Who Are the Hutaree Militia, And Why Do They Want to Kill Cops?
Continued from previous page
Perhaps the most striking scene in the Left Behind series is the climax of book six, The Assassins [when] Carpathia is speaking at a mass rally in Jerusalem. Out in the crowd is [underground Christian resistance leader] Rayford Steele, armed with a high-tech handgun. He prays for God’s guidance, and finds himself firing what appears to be a fatal shot at Carpathia. Intentionally or not, this is an eerie rewrite of Israeli Prime Minister Yitzhak Rabin’s assassination at a Tel Aviv peace rally in 1995—but the authors are on the side of the fanatic killer.
These types of conspiracy theories swirl through the Tea Party movement and into others on both the Christian and non-Christian Right. Before his novels, LaHaye wrote a series of books popular in the Christian Right in which he laid out the master plan of the conspiracy of liberal secular humanists. Big government and collectivism was part of the sinister plan. LaHaye claims it was Satan who arranged the “crafty election of Franklin D. Roosevelt as president for twelve years.” This was part of a secret conspiracy to turn the “American Constitution upside-down,” in order to “use our freedoms to promote pornography, homosexuality, immorality, and a host of evils characteristic of the last days.” LaHaye says the “Antichrist philosophy already controls America and Europe,” and that:
We are the only nation that can halt the socialist Marxist enthronement of the UN as THE GLOBAL GOVERNMENT of the world, but it will require a conservative administration and Supreme Court committed to judicially interpreting our nation’s laws that were originally based on moral biblical principles.
When the Tea Party activists warn that Obama’s big government policies will lead to totalitarian rule so that Obama is like both Hitler and Stalin, they’re likely drawing from the writings of free-market economic libertarian Friedrich August von Hayek or those theories as transmogrified by the conspiracist John Birch Society. When the Tea Party activists warn that Obama’s health care plan will pull the plug on grandma, they’re likely drawing from the anti-abortion and anti-euthanasia writings of conservative Christian philosopher Francis Schaeffer or those theories as refracted through the lens of apocalyptic Christian conspiracy theorists such as Tim LaHaye and Pat Robertson. So while the Tea Party movement and the armed militia movement may not be exactly on the same page, they are torn from the same essay on right-wing populism.
The government has a legitimate law enforcement role in stopping domestic terrorism, though most dissidents on the political right and left are not breaking any laws and are protected by the First Amendment. The current and volatile right-wing populist movement spans from reform-oriented conservative black Republicans to recruiters for insurgent white supremacist groups, with the Tea Party activists and members of citizens militias falling somewhere between these ideological and methodological poles. It would be sloppy to lump all of these folks into one undifferentiated mass of potential terrorists.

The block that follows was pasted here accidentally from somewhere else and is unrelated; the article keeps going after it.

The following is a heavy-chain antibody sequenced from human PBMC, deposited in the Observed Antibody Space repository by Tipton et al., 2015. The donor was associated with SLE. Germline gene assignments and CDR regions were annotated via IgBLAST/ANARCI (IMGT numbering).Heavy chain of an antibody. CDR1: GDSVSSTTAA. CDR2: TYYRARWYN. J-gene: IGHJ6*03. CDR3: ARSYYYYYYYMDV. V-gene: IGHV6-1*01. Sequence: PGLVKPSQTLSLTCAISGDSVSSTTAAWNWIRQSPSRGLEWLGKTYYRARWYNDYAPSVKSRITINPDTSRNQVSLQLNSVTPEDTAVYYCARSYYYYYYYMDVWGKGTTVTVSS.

The word “extremism,” which is tossed back and forth by both Republicans and Democrats, is a delegitimizing buzz word used by to demonize dissidents across the political spectrum. It was used in the 1960s, for example, to imply that the white segregationists and the Rev. Dr. Martin Luther King, Jr. were two sides of the same problem of “extremism.” King addressed being framed in this way in his “ Letter from Birmingham Jail.” Today the government uses the tem “extremism” to suggest dissident ideas on the right or left place people on a slippery slope toward terrorism. It’s time to stop using the term altogether.
The dynamic of widespread political demonization and scapegoating is not a problem for the police to solve. Religious, political, business, and labor leaders have to find a backbone and demand an end to the demonization of political opponents as traitors out to destroy America. Republicans need to distance themselves from conspiracist demagoguery and accept some moral responsibility for the nasty polarization in our society while Democrats must stop dismissing the angry right-wing populists in the Tea Party movement as ignorant and crazy. All of us need to stand up and call for a vigorous, thoughtful, and even raucous national debate over public policy while opposing all forms of demonization and scapegoating as toxic to democracy.